One hundred and sixty-one Members of Parliament, in their understandable admiration of President Rajapakse’s leadership in eliminating the LTTE, appear to have taken up the position, by voting for the 18th Amendment (“18A”), that he can consequently be trusted unreservedly with whatever powers he wants to have and that he will not misuse them, for however long he is entrusted with such powers. Be that as it may, in terms of 18A, the same trust would automatically devolve on the presently unknown persons, some yet to be born, who will successively follow President Rajapakse when he leaves the scene. The People, whether they like it or not, will have to trust all of them absolutely and irrevocably. The alleged safeguard of having end-of-term elections to test the popularity of Presidents is not worth the paper on which it is written.
As for the MPs who voted for 18A, there is little question that, beforehand, almost every single one of them had not seen or read or understood the wording of this Amendment, which had been kept a closely-guarded secret. Indeed, if the sequence of events is examined, it may be inferred that even most of the members of the Cabinet would not have had the opportunity or time to read it, digest the contents, and discuss possible improvements in the degree of detail that a constitutional amendment requires. Moreover, not one Minister or MP who voted for the Amendment has offered an answer to the question as to how any urgency could have been attributed at present to the issue of permitting additional terms of office for the current President, considering that he will be finishing his second spell only in the latter part of 2016.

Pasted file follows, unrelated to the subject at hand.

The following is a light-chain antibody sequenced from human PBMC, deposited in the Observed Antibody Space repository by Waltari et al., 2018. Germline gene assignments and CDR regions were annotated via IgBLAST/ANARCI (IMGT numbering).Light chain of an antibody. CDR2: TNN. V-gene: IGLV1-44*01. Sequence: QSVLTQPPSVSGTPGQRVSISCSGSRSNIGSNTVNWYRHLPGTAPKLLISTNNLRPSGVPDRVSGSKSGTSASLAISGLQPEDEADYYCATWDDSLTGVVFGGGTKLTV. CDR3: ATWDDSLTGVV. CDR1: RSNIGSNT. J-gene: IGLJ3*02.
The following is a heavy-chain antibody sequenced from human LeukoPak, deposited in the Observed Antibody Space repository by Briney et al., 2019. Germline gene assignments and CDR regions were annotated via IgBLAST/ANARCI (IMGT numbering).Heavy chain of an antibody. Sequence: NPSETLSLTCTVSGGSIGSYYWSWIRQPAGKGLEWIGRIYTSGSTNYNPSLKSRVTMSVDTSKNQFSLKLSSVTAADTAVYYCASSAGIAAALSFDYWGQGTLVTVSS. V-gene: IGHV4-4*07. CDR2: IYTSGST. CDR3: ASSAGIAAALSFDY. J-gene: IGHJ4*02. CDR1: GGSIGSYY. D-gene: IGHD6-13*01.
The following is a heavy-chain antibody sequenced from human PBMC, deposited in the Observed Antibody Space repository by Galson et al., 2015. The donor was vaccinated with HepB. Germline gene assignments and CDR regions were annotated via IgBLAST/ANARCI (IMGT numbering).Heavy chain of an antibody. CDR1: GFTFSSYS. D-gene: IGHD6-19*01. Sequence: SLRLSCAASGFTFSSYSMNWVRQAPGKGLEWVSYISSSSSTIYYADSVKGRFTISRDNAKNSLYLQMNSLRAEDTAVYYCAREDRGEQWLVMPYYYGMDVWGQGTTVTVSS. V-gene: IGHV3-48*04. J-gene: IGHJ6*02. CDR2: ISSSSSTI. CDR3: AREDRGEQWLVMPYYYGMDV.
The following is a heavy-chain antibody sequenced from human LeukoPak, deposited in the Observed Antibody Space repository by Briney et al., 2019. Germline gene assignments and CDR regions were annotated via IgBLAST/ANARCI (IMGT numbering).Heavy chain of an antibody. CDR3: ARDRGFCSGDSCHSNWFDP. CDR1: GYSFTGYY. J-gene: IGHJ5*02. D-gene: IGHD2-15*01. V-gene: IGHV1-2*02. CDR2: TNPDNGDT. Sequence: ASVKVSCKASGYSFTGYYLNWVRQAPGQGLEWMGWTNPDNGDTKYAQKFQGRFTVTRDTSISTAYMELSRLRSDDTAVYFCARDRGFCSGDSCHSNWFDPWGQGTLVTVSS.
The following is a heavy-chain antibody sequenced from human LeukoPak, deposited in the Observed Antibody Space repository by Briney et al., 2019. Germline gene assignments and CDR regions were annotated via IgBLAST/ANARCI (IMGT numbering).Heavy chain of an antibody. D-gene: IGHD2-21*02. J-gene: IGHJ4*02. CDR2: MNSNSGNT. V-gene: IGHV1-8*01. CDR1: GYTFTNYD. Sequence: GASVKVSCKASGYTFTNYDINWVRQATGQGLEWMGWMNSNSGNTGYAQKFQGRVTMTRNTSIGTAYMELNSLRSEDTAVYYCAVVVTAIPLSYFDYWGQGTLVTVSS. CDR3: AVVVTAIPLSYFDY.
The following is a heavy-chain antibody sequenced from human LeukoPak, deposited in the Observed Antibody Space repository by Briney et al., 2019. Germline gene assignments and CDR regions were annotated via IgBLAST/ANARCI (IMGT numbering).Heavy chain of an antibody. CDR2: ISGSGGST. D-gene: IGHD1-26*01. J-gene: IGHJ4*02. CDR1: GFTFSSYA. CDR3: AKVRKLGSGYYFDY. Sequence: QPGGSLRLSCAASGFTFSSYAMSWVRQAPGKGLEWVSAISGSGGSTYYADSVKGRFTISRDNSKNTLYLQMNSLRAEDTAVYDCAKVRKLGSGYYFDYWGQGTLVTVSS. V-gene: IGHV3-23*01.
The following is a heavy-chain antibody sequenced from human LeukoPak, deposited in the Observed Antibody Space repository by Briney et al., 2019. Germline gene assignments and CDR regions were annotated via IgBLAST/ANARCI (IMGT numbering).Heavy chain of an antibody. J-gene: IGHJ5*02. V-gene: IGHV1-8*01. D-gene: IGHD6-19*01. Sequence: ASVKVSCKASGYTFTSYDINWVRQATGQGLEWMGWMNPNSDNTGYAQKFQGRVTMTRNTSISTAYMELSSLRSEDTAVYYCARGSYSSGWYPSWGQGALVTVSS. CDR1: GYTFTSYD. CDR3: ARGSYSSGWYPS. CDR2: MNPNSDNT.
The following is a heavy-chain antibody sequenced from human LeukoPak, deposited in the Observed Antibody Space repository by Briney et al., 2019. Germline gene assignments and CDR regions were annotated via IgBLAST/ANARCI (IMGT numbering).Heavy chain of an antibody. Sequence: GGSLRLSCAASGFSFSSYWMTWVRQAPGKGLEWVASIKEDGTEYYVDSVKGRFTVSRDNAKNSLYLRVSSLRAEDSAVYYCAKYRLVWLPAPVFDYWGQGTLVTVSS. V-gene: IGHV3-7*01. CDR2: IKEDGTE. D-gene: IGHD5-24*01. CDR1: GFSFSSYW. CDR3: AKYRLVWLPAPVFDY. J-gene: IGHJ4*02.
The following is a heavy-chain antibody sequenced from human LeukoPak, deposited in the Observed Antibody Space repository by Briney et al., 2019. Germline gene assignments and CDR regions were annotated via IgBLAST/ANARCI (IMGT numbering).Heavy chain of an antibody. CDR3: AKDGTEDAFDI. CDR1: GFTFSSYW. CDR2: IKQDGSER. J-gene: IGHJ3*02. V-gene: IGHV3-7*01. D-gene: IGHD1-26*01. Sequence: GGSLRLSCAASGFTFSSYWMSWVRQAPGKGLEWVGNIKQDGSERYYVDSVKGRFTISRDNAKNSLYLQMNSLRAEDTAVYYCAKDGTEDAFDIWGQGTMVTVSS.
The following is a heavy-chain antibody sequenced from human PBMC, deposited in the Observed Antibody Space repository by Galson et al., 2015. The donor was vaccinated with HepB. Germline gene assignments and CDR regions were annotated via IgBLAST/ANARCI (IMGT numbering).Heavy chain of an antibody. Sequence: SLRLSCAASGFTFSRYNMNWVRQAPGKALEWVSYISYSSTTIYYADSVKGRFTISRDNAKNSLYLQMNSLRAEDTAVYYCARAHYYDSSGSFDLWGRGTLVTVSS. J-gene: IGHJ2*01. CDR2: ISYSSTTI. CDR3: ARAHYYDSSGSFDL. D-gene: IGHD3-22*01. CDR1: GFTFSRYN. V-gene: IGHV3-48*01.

Perhaps the most disappointing feature of the 18A exercise for many trusting citizens was the performance of MP Vasudeva Nanayakkara, whom so many of them looked up to earlier as a politician of integrity, and a staunch upholder of good governance and the Rule of Law. He confessed, if one might employ that term, that he had voted for the Amendment for other reasons even though he disagreed with it in principle! It is mind-boggling to work out how a man of rectitude could have voted for something that he disagreed with in principle.
In all the circumstances, the Citizens’ Movement for Good Governance (CIMOGG) is driven relentlessly to conclude that every MP who voted for this Amendment did so solely for the personal rewards he has received or hopes to enjoy in time to come. Furthermore, political aspirants in the President’s party know that there will be no chance in the future of their being nominated or elected as representatives of the People if they do not toe the line laid down for them. They have selfishly and recklessly imperilled the sovereignty of the People of Sri Lanka by compelling all citizens to accept implicitly that every President of the future will be uniformly benevolent, altruistic, transparent, impartial and accountable to the People, as President Rajapakse is expected by them to be during his remaining period of office.